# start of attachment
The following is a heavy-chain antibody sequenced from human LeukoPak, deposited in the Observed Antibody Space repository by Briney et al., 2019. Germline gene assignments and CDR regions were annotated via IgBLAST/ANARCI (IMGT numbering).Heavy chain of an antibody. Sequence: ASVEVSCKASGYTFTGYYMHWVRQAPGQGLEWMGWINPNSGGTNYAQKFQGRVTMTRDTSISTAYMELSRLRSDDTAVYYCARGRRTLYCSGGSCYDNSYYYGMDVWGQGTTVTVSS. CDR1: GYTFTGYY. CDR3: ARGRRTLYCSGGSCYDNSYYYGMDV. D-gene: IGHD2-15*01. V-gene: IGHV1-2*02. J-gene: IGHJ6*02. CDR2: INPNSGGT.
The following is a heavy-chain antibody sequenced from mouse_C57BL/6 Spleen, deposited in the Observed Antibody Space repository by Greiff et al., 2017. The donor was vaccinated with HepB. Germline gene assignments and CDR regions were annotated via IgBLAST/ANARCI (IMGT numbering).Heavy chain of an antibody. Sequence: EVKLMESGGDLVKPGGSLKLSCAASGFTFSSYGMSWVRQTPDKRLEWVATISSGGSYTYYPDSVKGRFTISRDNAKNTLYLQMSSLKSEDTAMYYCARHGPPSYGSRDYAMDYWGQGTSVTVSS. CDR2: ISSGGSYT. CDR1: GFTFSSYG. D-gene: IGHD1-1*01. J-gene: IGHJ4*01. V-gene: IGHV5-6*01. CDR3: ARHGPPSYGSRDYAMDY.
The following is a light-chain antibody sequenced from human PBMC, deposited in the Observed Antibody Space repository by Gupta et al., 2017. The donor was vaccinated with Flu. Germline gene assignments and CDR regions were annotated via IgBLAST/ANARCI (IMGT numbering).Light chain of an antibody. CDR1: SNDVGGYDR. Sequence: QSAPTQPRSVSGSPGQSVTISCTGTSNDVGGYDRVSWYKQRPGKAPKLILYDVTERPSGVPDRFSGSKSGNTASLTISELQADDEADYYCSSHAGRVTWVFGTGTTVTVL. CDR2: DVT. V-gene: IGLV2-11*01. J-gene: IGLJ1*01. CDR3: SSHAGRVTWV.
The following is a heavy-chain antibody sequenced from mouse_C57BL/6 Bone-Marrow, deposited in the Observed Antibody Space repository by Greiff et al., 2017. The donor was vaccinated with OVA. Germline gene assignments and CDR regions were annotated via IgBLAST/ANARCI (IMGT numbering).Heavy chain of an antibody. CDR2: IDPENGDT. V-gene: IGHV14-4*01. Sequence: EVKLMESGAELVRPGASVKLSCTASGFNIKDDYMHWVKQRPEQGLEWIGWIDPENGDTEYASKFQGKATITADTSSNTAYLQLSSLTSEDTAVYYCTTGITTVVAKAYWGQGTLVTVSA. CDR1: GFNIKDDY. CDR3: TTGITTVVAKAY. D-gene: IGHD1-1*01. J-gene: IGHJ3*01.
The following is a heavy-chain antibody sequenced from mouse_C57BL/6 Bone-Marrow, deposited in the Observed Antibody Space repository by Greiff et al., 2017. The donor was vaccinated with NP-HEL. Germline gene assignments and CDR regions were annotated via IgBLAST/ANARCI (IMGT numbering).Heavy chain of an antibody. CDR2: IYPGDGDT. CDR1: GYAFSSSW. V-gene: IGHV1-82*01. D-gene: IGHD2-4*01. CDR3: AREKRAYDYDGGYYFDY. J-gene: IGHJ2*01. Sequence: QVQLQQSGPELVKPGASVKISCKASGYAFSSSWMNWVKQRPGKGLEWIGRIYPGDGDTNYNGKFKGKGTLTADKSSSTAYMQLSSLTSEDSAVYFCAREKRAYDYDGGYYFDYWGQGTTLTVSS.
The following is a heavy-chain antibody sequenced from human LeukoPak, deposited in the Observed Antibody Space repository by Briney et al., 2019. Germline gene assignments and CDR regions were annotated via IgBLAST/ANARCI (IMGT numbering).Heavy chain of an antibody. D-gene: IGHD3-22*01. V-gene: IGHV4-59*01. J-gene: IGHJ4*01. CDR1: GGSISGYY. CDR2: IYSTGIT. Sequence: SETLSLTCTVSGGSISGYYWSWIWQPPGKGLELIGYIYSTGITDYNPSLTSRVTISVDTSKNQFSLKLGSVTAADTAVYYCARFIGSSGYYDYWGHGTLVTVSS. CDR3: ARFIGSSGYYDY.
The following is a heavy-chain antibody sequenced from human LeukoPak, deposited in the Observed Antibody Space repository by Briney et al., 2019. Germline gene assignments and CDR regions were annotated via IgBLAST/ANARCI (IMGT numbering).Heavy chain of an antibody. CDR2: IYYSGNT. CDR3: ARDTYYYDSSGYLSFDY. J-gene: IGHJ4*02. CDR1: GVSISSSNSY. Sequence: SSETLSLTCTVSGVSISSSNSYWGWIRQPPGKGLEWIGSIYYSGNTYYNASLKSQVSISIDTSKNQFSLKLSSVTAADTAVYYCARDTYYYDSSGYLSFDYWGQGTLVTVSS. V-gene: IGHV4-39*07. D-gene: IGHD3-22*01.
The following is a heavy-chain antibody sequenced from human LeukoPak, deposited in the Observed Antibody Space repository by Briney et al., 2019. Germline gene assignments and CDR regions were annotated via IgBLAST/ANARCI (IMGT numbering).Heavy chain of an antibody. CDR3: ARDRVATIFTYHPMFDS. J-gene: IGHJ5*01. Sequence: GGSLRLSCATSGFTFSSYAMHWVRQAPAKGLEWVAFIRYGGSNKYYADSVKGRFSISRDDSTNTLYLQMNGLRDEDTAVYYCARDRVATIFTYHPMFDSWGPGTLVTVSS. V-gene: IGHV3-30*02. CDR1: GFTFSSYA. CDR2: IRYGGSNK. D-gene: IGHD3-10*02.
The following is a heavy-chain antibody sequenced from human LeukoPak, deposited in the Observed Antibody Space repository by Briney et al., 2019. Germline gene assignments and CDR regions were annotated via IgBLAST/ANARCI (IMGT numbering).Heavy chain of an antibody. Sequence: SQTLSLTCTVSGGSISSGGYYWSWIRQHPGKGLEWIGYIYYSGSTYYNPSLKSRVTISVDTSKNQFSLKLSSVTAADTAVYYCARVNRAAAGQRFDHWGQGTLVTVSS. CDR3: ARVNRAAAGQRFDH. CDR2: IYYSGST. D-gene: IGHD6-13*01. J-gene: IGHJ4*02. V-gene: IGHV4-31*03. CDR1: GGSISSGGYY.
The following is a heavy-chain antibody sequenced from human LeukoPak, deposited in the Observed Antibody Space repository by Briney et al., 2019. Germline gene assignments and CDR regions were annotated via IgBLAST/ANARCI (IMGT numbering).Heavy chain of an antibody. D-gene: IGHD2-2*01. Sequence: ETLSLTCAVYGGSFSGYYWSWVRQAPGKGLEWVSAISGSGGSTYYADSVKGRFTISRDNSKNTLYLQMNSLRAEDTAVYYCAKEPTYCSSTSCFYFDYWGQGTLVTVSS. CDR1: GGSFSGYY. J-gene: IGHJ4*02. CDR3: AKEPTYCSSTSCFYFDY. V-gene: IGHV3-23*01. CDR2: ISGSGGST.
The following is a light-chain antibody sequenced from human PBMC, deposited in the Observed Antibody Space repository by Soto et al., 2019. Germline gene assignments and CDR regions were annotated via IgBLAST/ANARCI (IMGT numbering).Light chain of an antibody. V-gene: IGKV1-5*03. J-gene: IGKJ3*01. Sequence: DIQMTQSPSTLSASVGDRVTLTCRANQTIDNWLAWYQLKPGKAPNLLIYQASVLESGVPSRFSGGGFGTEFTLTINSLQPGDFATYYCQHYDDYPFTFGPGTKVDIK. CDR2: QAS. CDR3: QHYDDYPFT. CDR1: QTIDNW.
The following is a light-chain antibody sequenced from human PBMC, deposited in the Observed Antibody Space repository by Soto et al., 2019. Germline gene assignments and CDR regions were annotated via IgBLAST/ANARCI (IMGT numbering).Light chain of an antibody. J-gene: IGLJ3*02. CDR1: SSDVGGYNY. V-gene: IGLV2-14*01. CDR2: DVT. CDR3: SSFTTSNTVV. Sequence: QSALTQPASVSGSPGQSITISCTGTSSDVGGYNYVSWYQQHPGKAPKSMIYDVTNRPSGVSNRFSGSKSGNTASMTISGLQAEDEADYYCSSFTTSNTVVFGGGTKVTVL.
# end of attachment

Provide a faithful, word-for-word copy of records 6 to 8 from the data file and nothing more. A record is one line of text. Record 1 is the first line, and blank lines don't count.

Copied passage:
The following is a heavy-chain antibody sequenced from human LeukoPak, deposited in the Observed Antibody Space repository by Briney et al., 2019. Germline gene assignments and CDR regions were annotated via IgBLAST/ANARCI (IMGT numbering).Heavy chain of an antibody. D-gene: IGHD3-22*01. V-gene: IGHV4-59*01. J-gene: IGHJ4*01. CDR1: GGSISGYY. CDR2: IYSTGIT. Sequence: SETLSLTCTVSGGSISGYYWSWIWQPPGKGLELIGYIYSTGITDYNPSLTSRVTISVDTSKNQFSLKLGSVTAADTAVYYCARFIGSSGYYDYWGHGTLVTVSS. CDR3: ARFIGSSGYYDY.
The following is a heavy-chain antibody sequenced from human LeukoPak, deposited in the Observed Antibody Space repository by Briney et al., 2019. Germline gene assignments and CDR regions were annotated via IgBLAST/ANARCI (IMGT numbering).Heavy chain of an antibody. CDR2: IYYSGNT. CDR3: ARDTYYYDSSGYLSFDY. J-gene: IGHJ4*02. CDR1: GVSISSSNSY. Sequence: SSETLSLTCTVSGVSISSSNSYWGWIRQPPGKGLEWIGSIYYSGNTYYNASLKSQVSISIDTSKNQFSLKLSSVTAADTAVYYCARDTYYYDSSGYLSFDYWGQGTLVTVSS. V-gene: IGHV4-39*07. D-gene: IGHD3-22*01.
The following is a heavy-chain antibody sequenced from human LeukoPak, deposited in the Observed Antibody Space repository by Briney et al., 2019. Germline gene assignments and CDR regions were annotated via IgBLAST/ANARCI (IMGT numbering).Heavy chain of an antibody. CDR3: ARDRVATIFTYHPMFDS. J-gene: IGHJ5*01. Sequence: GGSLRLSCATSGFTFSSYAMHWVRQAPAKGLEWVAFIRYGGSNKYYADSVKGRFSISRDDSTNTLYLQMNGLRDEDTAVYYCARDRVATIFTYHPMFDSWGPGTLVTVSS. V-gene: IGHV3-30*02. CDR1: GFTFSSYA. CDR2: IRYGGSNK. D-gene: IGHD3-10*02.